All Wales Roll Out of Wales Community Currency planned for the Summer:

The Celyn, Wales’s Community Currency project, has announced that it is looking at full Wales rollout this summer, having secured partners and moved discussions significantly forward with funders. Last summer the Celyn project concluded its pilot, having built, trialed and tested all of its apps.

Thomas Greco, considered the World’s leading author on alternative currency, says that “The future of money is Mutual Credit and not Bitcoin" , with the Belgian Economist, Bernard Lietear, suggesting that the little known Mutual Credit system is “Switzerland’s best-kept secret”.

Can Wales now do the same?

Eifion Williams, author of Circular Wealth Wales and CEO of Circular Communities Cymru, consulting communities across Wales on their specific needs. He then lived and worked with Europe’s place-based Complementary Currency systems in 2019, actively looking for a model that could meet Wales’s community concerns:

“I never had the option to work in my own home village. The thirty or so shops, institutions and services that had once prospered in Bwlchgwyn, North Wales, gradually disappeared as I was growing up. I witnessed pressures on finding work, pressures on community stability, and pressures on the Welsh language too. For me, this is deeply personal. When I found Mutual Credit, I just couldn’t sit back.”

But what exactly is Mutual Credit, and if Wales is now getting ready to have such an economic system, how does it work and what impact can it have?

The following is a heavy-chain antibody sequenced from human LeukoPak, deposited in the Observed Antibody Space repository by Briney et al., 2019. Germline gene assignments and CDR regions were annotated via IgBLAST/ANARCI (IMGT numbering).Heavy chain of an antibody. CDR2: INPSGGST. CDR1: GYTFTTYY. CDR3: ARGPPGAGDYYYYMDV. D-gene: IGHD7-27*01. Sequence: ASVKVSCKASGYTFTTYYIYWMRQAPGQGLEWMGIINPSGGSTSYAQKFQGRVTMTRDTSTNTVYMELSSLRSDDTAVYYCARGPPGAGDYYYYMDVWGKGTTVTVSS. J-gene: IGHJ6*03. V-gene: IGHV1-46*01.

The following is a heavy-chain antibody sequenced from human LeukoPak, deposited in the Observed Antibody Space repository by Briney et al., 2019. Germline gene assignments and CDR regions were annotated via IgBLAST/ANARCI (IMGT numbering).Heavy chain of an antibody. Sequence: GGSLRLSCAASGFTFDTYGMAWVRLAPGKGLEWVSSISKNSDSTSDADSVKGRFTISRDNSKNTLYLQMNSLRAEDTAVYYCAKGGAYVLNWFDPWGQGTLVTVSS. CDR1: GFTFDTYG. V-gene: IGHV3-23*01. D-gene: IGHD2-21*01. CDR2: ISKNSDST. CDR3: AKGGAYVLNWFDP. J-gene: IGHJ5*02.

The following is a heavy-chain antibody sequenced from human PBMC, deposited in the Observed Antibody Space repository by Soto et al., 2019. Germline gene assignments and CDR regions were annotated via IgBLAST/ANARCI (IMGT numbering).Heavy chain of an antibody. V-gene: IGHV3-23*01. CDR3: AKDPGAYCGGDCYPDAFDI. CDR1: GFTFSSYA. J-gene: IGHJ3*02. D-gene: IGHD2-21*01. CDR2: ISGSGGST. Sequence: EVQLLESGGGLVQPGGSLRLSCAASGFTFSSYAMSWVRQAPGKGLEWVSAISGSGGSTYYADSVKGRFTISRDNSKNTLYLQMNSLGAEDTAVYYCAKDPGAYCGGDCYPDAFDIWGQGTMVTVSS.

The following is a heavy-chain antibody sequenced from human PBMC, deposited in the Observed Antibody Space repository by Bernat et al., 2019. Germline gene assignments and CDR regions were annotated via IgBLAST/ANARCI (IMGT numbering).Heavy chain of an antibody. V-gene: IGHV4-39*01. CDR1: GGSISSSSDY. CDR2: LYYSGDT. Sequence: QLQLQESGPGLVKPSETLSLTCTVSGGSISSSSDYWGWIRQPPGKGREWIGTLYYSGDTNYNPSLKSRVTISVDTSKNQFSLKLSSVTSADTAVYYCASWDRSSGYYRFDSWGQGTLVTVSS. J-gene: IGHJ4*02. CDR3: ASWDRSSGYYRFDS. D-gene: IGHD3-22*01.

Let’s imagine two businesses in a Welsh town exchanging goods that each need to be able to operate – a transaction that perhaps happens informally every day. If there was an imbalance, one receiving goods worth £50 less than those given, then cash could be given to make up the shortfall or, alternatively, an ‘I owe you’ could be issued. That’s just barter, nothing radical or new there. However, if the IOU could be used within a membership of other community businesses, stretching to the next town and across Wales, then something wholly different has been created i.e. a currency.

Swiss businesses use the WIR and are old hands at using Mutual Credit to their advantage. Using Mutual Credit saves money and keeps local businesses open. In Sardinia, during the 2008/10 downturn, hundreds of local businesses and many more jobs, were saved from going to the wall .

But the story doesn’t end with small businesses and that’s where things get even more exciting with employee offers and a public card. According to Eifion Williams:

“With Sardex Pay, now Italy-wide, local businesses offer surplus credits to employees for overtime and Christmas bonuses, credits that are spent right across Italy’s local business faction, strengthening the very communities those businesses serve. I saw this work in a town called Serremana, its High Street once again bustling after a period of decline. I didn’t see any other currency type come anywhere near to this. It means more than thriving centres, Mutual Credit could be the lifeline the Welsh, and consequently the Welsh language, now need.”